One More Healing of Father Mikhail
It took place on January 10th, 2018, soon after I had written down Father Mikhail’s childhood stories. I declared that the theme of the healing would be search of thought forms reflecting the beating him as a child by his tormentor, the monastery janitor whom he called behind his back “the cockroach.”
As always, I started with prayer, asking help and protection from the Mikhail’s guardians. However, what was shown to me exceeded all my expectations proving one more time that our guides chose healing goal for a healer, not healer’s mental speculations. Instead of beating scenes, my third eye stood passive and in pitch darkness behind my closed eyes I heard the quiet cry of a baby.
Was someone crying behind the window? But people never stopped on our clean streets for a talk or rest, there were no benches for sitting there and letting babies cry. Nevertheless, the sound of a baby’s cry became louder. Suddenly, my “third eye” vision lit up, and I saw a country bed. The stretched hands of a nun were holding a crying baby: a newly born was taken away from the woman in the bed. The cry became heart breaking. I, who stopped crying decades ago, broke into tears watching how the baby was taken away from the nun who had given birth for her son, conceived in sin according to the Church believes at a time.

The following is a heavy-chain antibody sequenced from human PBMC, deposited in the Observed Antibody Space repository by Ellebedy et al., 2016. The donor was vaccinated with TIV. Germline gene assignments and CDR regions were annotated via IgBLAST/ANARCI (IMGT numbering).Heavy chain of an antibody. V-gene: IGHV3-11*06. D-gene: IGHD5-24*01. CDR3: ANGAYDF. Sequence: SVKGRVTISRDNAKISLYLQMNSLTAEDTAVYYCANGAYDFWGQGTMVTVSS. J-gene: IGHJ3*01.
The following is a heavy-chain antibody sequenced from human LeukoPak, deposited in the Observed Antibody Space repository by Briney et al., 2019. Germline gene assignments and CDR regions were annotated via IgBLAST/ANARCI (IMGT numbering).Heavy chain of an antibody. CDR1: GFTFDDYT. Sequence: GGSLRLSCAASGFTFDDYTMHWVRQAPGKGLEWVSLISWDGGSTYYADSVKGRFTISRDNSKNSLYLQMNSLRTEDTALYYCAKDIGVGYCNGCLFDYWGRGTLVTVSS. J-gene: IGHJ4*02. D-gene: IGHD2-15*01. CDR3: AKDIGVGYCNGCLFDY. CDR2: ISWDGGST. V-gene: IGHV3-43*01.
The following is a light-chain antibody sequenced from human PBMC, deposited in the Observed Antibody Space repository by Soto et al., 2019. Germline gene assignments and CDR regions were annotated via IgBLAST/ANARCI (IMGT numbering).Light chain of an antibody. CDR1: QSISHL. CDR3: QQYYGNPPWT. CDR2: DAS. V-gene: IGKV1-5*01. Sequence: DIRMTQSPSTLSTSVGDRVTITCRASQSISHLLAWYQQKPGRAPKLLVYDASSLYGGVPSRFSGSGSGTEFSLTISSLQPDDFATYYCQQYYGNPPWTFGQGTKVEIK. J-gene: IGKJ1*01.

The visions about Father Mikhail’s early ages continued to flow. Now the baby’s cry came from the monastery’s large and so old-fashioned kitchen. The naked child was stretched out on a meat cutting table on a rag next to a milk jar. A joyful nun, pacifying baby with quiet lullaby, poured some milk into saucer. In one deft movement, she tore a piece of cloth from the rag on the table, wrapped crumbs of bread in it, dabbed the bread roll into milk and popped it into the mouth of a screaming baby. The child fell silent for a moment, and when it began to cry again, a new piece of torn cloth appeared in the hands of the merry nun, and the process of feeding the child in the monastery kitchen continued.
A pair of blackish eyes stopped joyful nun’s lullaby. Baby was packed fast into the remains of the rag beneath him and the bundle moved from kitchen table onto greedy hands of a man in janitor’s typical uniform. Then he saw a pack of money on the table… The janitor put the bundle with the baby back on the kitchen table, and sunk into money counting pleasure. Often wetting with saliva his right hand’s big and pointing fingers, he decided to recount the unusually thick pack of rubles. Then he put this pack into his pocket and started to move away from the table.